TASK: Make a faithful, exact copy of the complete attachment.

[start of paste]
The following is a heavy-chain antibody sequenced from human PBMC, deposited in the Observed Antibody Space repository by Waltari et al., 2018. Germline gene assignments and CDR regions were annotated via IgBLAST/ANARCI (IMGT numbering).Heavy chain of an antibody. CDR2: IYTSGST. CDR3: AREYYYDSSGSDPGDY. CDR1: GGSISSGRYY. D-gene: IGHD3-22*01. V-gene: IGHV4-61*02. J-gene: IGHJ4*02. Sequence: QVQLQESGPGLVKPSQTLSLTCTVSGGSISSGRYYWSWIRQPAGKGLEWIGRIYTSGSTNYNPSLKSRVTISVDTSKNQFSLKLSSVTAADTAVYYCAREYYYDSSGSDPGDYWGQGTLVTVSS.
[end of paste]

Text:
The following is a heavy-chain antibody sequenced from human PBMC, deposited in the Observed Antibody Space repository by Waltari et al., 2018. Germline gene assignments and CDR regions were annotated via IgBLAST/ANARCI (IMGT numbering).Heavy chain of an antibody. CDR2: IYTSGST. CDR3: AREYYYDSSGSDPGDY. CDR1: GGSISSGRYY. D-gene: IGHD3-22*01. V-gene: IGHV4-61*02. J-gene: IGHJ4*02. Sequence: QVQLQESGPGLVKPSQTLSLTCTVSGGSISSGRYYWSWIRQPAGKGLEWIGRIYTSGSTNYNPSLKSRVTISVDTSKNQFSLKLSSVTAADTAVYYCAREYYYDSSGSDPGDYWGQGTLVTVSS.